The lease agreement required Lessees to keep the premises in good repair. It also included a “yield up” clause, requiring Lessees to surrender the premises at the end of the tenancy in substantially the same condition as they received it, except in the event of a “casualty.” The lease also required that Lessees indemnify de Carion for any liability resulting from Lessees’ negligence, and required Lessees to maintain liability insurance. The lease made no mention of fire insurance.
In 2014, a fire erupted within Lessees’ space. The fire damaged de Caron’s unit and other nearby property. At the time of the fire, the Association had a fire insurance policy with Western Heritage, which paid to repair the damages. Despite the requirement in the CC&Rs that unit owners be added as additional named insureds on the Association’s policy, the policy did not have de Carion listed as an additional named insured with respect to first-party property coverage.
In 2015, Western Heritage filed a subrogation action against Lessees. In 2016, Lessees filed a motion for summary judgment, arguing that they were implied co-insureds under the policy. Western Heritage opposed the motion, arguing that the defendants were not implied co-insureds because the lease held Lessees responsible for property damage and the Association was not a party to the lease.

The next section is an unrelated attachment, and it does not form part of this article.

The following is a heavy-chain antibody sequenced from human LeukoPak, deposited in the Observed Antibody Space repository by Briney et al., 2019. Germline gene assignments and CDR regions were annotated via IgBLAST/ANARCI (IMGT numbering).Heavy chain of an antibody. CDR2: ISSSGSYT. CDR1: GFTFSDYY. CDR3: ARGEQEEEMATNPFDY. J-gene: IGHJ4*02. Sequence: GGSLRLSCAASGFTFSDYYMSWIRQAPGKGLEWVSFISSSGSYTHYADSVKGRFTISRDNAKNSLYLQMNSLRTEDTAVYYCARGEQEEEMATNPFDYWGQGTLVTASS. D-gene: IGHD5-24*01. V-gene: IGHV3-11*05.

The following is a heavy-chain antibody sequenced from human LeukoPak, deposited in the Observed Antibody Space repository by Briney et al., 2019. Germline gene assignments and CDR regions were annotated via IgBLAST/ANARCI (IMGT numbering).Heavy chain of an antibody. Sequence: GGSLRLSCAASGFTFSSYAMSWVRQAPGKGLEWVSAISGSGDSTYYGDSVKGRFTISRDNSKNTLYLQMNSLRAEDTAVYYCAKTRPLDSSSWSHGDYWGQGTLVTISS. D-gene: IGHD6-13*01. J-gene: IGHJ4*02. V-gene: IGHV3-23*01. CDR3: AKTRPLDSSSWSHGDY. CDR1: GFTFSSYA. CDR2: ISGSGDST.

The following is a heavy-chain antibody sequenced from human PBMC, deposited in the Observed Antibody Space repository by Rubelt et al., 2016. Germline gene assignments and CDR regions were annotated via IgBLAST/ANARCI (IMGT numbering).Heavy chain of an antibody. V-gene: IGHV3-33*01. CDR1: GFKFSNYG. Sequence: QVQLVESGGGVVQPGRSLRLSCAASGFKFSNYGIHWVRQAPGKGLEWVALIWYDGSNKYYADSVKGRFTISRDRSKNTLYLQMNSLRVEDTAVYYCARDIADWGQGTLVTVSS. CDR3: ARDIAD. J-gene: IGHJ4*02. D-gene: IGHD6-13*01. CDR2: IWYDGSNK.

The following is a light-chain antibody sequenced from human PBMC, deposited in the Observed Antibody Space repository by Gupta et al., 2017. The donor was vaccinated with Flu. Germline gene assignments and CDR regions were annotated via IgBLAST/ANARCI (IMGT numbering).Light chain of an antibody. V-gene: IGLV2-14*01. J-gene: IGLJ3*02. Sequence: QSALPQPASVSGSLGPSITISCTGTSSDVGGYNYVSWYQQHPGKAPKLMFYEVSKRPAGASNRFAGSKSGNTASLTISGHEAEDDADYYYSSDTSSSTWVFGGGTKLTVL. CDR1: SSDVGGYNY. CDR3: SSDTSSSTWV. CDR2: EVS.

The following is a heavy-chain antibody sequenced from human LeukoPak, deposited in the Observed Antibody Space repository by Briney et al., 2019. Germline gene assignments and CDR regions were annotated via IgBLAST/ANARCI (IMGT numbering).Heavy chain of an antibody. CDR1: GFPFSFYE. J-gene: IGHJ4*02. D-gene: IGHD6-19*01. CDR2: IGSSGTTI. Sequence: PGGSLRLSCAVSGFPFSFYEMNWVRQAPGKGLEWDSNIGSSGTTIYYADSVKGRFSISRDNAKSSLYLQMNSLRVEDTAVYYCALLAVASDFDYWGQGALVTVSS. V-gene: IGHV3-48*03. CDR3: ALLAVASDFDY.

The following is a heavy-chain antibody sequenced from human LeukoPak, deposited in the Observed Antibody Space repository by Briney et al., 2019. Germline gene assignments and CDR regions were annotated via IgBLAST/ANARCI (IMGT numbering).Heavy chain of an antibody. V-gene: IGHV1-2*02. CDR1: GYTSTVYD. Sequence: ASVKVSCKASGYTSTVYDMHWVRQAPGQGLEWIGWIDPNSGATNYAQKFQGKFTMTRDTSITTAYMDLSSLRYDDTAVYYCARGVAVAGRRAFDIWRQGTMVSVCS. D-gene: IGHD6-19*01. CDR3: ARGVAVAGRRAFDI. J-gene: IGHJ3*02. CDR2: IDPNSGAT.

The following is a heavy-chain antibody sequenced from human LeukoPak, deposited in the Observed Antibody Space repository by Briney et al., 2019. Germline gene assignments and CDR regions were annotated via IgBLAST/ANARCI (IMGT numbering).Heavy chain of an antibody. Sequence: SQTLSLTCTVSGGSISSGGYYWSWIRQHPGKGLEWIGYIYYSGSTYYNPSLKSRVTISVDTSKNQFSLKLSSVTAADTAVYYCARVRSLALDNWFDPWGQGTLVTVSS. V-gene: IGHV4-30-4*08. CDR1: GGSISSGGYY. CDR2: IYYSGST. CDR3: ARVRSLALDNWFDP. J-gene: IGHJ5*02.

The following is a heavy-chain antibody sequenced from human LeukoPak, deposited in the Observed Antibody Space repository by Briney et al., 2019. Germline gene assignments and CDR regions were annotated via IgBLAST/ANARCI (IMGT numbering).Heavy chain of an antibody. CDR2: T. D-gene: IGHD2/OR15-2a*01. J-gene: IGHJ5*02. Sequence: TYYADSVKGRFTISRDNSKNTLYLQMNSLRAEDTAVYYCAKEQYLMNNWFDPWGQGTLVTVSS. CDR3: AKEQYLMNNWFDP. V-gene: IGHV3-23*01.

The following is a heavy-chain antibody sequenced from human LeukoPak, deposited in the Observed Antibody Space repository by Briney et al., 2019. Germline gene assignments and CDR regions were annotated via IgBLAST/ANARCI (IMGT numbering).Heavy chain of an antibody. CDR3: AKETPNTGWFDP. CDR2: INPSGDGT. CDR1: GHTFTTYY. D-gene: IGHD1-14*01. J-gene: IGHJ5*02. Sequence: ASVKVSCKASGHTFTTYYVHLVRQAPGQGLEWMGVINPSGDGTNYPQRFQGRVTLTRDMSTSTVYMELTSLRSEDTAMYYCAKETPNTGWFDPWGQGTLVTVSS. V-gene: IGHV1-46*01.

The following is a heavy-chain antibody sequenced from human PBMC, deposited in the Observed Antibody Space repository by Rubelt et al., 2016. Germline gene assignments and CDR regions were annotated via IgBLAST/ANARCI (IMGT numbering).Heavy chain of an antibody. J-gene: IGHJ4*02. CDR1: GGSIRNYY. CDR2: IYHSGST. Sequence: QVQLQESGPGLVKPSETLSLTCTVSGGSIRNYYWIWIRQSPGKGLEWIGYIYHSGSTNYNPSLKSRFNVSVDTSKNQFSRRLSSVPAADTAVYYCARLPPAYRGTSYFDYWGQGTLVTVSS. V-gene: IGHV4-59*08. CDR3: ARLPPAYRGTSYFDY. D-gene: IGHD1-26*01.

The Court of Appeals acknowledged California precedent holding that a lessee is not responsible for negligently caused fire damages where the lessor and lessee intended the lessor’s fire policy to be for their mutual benefit. The court cited prior decisions holding that if the lease states that fire insurance will be used to repair fire damages, then all parties to the lease are considered co-insureds to the policy, thereby barring subrogation. The court further cited cases holding that if a lease holds the lessor responsible for repairing damages caused by fire, then it is implied that the lessor will procure insurance on the premises for the benefit of the tenant as well.